Rugged stone churches and dazzling monasteries dot a pristine landscape of rocky mountains and rolling hills. Transylvanian towns have stepped out of time, while vibrant Bucharest is all energy.
The Carpathian Mountains draw a wide arc through the centre of the country, leaving a swath of exposed rocky peaks surrounded by groves of pine and deciduous trees, and stretches of bright green meadow below. The harsh geography has limited human habitation, and the woods are filled with deer, elk and bear. Europe's second-longest river, the Danube, marks Romania's southern border with Bulgaria before turning suddenly northward and emptying into the Black Sea. The delta provides sanctuary for 300 species of bird and 160 species of fish. The sprawling marshes account for the largest expanse of reed beds in the world.
Transylvania, the land that gave us Dracula, has no shortage of jaw-dropping castles pitched precariously on rocky hilltops. There's spooky Bran Castle, of course, with its spurious connection to Bram Stoker’s fictional count, but don’t overlook beauties such as Hunedoara’s 14th-century Corvin Castle or King Carol I’s sumptuous 19th-century pile, Peleş Castle. In medieval towns like Braşov, Sighişoara and Sibiu, cobbled walkways support chic streetside cafes, while a cacophony of sounds emanating from student bars and clubs echo off the Gothic and baroque facades in lively Cluj-Napoca. Transylvania’s Saxon villages boast fortified churches that date back half a millennium.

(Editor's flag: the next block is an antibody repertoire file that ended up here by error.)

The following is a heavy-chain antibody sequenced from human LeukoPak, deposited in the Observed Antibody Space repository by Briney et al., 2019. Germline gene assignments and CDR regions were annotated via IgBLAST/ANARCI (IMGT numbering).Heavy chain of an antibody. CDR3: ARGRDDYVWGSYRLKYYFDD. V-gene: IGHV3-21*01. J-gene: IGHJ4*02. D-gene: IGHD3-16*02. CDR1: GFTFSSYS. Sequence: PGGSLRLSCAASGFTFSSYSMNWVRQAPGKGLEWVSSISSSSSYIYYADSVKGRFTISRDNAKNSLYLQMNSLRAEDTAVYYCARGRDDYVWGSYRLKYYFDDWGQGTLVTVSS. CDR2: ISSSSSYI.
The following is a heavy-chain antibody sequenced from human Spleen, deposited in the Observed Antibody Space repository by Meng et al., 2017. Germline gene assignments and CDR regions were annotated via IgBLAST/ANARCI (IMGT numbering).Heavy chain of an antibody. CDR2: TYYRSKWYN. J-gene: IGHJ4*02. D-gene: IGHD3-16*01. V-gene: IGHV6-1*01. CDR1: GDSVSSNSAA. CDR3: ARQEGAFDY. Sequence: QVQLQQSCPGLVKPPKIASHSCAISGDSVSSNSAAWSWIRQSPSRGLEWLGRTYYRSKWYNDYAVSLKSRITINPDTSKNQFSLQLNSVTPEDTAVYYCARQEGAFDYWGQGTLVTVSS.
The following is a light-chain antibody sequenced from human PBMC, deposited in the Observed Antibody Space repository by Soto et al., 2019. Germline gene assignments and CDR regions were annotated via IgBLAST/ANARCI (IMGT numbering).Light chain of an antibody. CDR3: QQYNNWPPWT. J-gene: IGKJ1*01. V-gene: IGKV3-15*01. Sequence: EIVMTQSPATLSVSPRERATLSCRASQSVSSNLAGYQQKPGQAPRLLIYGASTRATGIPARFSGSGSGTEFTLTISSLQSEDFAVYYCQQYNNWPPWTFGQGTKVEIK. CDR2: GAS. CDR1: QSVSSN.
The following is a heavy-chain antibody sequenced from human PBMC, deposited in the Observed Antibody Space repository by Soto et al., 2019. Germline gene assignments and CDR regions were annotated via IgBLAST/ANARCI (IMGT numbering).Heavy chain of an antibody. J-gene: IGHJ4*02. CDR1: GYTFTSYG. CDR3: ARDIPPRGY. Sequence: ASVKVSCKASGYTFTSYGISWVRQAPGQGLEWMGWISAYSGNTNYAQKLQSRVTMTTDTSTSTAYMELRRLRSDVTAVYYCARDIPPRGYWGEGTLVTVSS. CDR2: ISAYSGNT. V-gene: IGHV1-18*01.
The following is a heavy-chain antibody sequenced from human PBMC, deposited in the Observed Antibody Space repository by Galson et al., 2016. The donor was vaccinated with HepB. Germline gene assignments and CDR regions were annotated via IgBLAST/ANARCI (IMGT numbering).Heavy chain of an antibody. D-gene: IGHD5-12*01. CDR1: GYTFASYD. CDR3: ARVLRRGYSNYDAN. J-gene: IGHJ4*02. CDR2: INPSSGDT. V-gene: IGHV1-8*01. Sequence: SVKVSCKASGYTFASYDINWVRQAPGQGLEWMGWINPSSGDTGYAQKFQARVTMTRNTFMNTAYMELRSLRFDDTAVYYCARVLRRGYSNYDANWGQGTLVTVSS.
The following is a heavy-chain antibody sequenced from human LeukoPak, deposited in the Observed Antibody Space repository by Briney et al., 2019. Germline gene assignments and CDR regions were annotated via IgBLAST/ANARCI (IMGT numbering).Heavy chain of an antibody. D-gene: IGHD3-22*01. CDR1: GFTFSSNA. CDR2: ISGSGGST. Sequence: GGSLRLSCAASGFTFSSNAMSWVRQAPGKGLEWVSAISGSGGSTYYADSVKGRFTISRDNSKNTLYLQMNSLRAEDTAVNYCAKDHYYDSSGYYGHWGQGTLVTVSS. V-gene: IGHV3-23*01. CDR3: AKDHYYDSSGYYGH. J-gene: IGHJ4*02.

For centuries, a highly productive peasant culture thrived in much of Romania. The hilly geography and lack of passable roads necessitated the emergence of hundreds of self-sufficient villages, where old-school crafts such as bread-making, pottery, tanning and weaving were honed to an art. Folk museums, particularly the open-air skansens and village museums, are a must. Many isolated hamlets, where the old folkways are still practised, are museums in themselves. This is most evident in Maramureş, where oversized hay racks, horse carts and stately wooden churches dominate, and towns and villages have seemingly stepped out of the Middle Ages.
The rocky peaks of Transylvania and Moldavia, snow-capped from mid-October in some years, call out for conquering, and well-marked trails lead to summits from all directions. There are less adventurous but no less rewarding walks through woods, meadows and villages in other parts of the country. The Danube Delta is a vast and unique protected wetland and makes a perfect backdrop for fishing, boating and, especially, birdwatching in spring. In summer, from mid-June to early September, the action moves to the Black Sea coast. Beach resorts fill up with swimmers, divers, sunbathers and partiers, who come for the all-night, open-air clubbing marathons.